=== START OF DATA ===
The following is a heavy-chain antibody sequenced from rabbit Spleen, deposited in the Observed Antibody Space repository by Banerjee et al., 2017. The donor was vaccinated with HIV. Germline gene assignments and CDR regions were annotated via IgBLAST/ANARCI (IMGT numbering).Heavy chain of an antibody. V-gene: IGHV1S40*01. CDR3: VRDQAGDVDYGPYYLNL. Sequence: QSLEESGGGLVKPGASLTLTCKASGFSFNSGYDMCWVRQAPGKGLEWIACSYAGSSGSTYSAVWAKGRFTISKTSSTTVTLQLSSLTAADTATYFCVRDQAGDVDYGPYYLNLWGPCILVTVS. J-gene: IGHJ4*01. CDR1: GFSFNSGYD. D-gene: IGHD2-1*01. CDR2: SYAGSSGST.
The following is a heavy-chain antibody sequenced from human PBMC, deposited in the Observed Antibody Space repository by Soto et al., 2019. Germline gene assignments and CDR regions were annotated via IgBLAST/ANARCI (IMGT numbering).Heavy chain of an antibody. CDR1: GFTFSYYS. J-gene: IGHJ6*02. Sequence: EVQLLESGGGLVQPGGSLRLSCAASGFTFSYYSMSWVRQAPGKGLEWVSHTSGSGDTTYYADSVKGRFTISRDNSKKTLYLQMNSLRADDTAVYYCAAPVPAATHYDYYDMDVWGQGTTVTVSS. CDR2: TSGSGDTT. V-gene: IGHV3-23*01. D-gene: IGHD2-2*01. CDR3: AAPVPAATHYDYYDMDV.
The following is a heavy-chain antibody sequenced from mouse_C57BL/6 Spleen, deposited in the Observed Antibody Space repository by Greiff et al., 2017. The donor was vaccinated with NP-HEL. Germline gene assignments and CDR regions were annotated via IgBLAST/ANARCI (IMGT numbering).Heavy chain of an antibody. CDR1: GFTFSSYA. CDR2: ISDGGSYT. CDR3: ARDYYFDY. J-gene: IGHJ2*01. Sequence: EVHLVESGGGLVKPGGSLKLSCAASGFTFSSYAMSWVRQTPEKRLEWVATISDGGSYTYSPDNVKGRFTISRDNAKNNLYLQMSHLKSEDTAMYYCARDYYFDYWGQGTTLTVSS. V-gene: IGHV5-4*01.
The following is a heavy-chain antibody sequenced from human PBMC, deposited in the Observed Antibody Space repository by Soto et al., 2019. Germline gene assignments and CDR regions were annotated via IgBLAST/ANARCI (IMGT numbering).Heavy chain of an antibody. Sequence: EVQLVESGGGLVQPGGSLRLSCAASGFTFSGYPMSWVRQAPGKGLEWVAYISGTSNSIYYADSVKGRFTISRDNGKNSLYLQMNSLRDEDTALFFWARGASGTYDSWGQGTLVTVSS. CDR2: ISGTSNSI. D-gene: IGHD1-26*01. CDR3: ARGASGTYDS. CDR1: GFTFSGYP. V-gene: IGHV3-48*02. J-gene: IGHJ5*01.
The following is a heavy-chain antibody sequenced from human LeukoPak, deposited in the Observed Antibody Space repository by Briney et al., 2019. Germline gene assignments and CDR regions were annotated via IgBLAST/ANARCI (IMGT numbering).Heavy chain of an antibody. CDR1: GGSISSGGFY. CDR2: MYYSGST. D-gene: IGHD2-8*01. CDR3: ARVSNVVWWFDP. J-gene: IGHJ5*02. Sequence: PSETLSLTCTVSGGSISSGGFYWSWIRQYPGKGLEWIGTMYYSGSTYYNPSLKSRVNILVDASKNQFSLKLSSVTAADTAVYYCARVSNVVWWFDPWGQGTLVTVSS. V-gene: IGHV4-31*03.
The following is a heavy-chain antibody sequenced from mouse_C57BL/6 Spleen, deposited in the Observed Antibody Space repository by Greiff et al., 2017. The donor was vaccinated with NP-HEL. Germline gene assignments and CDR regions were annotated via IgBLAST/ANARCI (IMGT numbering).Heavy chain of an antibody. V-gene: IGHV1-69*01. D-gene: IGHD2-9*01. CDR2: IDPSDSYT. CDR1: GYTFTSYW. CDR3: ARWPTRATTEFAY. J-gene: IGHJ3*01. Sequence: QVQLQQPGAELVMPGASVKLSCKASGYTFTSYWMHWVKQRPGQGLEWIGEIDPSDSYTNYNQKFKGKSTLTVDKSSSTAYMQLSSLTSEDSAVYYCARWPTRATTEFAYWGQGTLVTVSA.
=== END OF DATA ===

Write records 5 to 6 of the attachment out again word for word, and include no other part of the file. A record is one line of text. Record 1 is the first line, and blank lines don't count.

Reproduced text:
The following is a heavy-chain antibody sequenced from human LeukoPak, deposited in the Observed Antibody Space repository by Briney et al., 2019. Germline gene assignments and CDR regions were annotated via IgBLAST/ANARCI (IMGT numbering).Heavy chain of an antibody. CDR1: GGSISSGGFY. CDR2: MYYSGST. D-gene: IGHD2-8*01. CDR3: ARVSNVVWWFDP. J-gene: IGHJ5*02. Sequence: PSETLSLTCTVSGGSISSGGFYWSWIRQYPGKGLEWIGTMYYSGSTYYNPSLKSRVNILVDASKNQFSLKLSSVTAADTAVYYCARVSNVVWWFDPWGQGTLVTVSS. V-gene: IGHV4-31*03.
The following is a heavy-chain antibody sequenced from mouse_C57BL/6 Spleen, deposited in the Observed Antibody Space repository by Greiff et al., 2017. The donor was vaccinated with NP-HEL. Germline gene assignments and CDR regions were annotated via IgBLAST/ANARCI (IMGT numbering).Heavy chain of an antibody. V-gene: IGHV1-69*01. D-gene: IGHD2-9*01. CDR2: IDPSDSYT. CDR1: GYTFTSYW. CDR3: ARWPTRATTEFAY. J-gene: IGHJ3*01. Sequence: QVQLQQPGAELVMPGASVKLSCKASGYTFTSYWMHWVKQRPGQGLEWIGEIDPSDSYTNYNQKFKGKSTLTVDKSSSTAYMQLSSLTSEDSAVYYCARWPTRATTEFAYWGQGTLVTVSA.